Peacock’s novels shows how bracing can be the play of ideas among pantomime people; but such tours de force call not only for wit and style but a context of intellectual ferment. Miss Brophy is not particularly lucky in any of these respects. Her prose is a curious pastiche of magazinish naturalism and clogged baroque, studded with passages of apothegmatic dialogue (“…the rich have libraries, whereas people like us have books. People like to read books. The rich have them catalogued”). She has something in common with Iris Murdoch—pleasure in ideas, extravagance, an ambivalent attitude toward the physical end of life—but she is without the older, far better, writer’s narrative skill. The intellectual jokes—often either banal or irritatingly illegible—take precedence over the interplay of personalities (the people are no more than rather ugly dolls); yet under the surface one senses the beat of a sentimental, vindictive female heart.

The Finishing Touch is about a school for girls on the Riviera run by a pair of dykes. A gum-soled English princess joins the student body; matters come to a head in an international scandal. Pure Firbank. “A natural showcase,” thinks the headmistress, gazing at a black girl’s bosom, “for jewels…. She would have liked to try sapphires (the lucid on the dusky blue); or even, throwing away value and returning, rapturous, to nature, orchids…” “Where we live,” says another girl (the Badessa de Poggibonsi, the only secular Abbess in Italy) “lawn means handkerchiefs.” The Finishing Touch is short for a novel, but long for a joke. A good joke must contain some element of surprise: out of the familiar, something new should be teased. Confined to a paragraph, this Firbank parody would win a New Statesman competition. Only why should a woman want to write a Firbank novel fifty years after the fact?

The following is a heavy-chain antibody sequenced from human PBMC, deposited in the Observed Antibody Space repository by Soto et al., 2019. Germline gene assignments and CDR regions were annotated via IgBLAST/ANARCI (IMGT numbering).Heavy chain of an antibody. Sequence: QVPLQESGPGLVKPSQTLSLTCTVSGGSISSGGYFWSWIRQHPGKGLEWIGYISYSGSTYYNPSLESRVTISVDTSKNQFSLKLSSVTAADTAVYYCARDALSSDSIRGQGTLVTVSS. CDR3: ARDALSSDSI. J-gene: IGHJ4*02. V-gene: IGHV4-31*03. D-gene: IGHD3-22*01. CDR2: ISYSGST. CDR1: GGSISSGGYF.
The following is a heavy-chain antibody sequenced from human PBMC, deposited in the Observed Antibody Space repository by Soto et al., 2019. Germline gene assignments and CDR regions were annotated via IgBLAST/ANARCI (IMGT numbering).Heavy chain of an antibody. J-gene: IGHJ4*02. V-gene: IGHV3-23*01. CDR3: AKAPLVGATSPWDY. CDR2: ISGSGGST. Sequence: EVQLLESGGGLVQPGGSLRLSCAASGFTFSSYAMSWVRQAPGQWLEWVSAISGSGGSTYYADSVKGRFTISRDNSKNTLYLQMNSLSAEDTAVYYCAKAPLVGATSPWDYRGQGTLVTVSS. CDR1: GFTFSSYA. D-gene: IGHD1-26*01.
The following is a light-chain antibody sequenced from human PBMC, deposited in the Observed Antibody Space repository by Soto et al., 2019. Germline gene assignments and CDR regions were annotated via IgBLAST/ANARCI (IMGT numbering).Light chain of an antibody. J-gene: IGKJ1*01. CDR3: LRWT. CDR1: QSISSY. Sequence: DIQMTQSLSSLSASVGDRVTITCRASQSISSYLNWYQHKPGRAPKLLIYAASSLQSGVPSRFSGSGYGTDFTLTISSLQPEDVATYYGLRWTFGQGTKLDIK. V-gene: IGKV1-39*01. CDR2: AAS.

If The Snow Ball is about Mozart, sex, and death, The Soul of Kindness is merely about a woman who unintentionally messes up every life she touches. But while one never loses sight of what Brigid Brophy’s book is “about,” the subject of Elizabeth Taylor’s novel is immersed in a flow of life. The soul of kindness is Flora, a stately beauty around whom the world has revolved at her mother’s bidding since infancy. She marries a mild man whose father soon sees Flora plain: “Although good as gold,” he realizes, “she had inconvenient plans for other people’s pleasure, and ideas differing from her own she was not able to imagine.” She obstructs her mother’s life by carrying on the girlhood dependency; her husband is subtly domineered and frustrated (“What are you thinking, darling?”…This was one of her favorite questions, for she did not like his thoughts to separate them”); her father-in-law, happy with a sensible mistress, is forced to turn the cosy arrangement into a galling marriage; her school friend is egged on in a painful relationship with a man Flora refuses to recognize as homosexual; the friend’s young brother is encouraged to worship Flora to the point where he tries suicide; her housekeeper is implored to stay on when she yearns to return to the country. But Flora’s tyranny is exercised with shining innocence. Her husband had “never known his wife to have to stand in a bus or train; her gentle smile, her trusting look, always brought some man to his feet.”